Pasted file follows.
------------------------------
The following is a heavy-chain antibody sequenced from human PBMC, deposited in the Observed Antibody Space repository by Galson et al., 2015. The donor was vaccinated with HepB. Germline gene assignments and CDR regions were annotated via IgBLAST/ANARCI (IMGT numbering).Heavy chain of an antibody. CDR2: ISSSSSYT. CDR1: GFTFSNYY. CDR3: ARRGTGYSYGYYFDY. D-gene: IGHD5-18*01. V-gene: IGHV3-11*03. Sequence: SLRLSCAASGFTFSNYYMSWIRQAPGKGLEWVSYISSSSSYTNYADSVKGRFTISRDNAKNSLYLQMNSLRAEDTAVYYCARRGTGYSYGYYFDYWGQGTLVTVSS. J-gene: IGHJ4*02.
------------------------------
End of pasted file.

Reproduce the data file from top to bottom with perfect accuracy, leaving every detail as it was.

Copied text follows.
The following is a heavy-chain antibody sequenced from human PBMC, deposited in the Observed Antibody Space repository by Galson et al., 2015. The donor was vaccinated with HepB. Germline gene assignments and CDR regions were annotated via IgBLAST/ANARCI (IMGT numbering).Heavy chain of an antibody. CDR2: ISSSSSYT. CDR1: GFTFSNYY. CDR3: ARRGTGYSYGYYFDY. D-gene: IGHD5-18*01. V-gene: IGHV3-11*03. Sequence: SLRLSCAASGFTFSNYYMSWIRQAPGKGLEWVSYISSSSSYTNYADSVKGRFTISRDNAKNSLYLQMNSLRAEDTAVYYCARRGTGYSYGYYFDYWGQGTLVTVSS. J-gene: IGHJ4*02.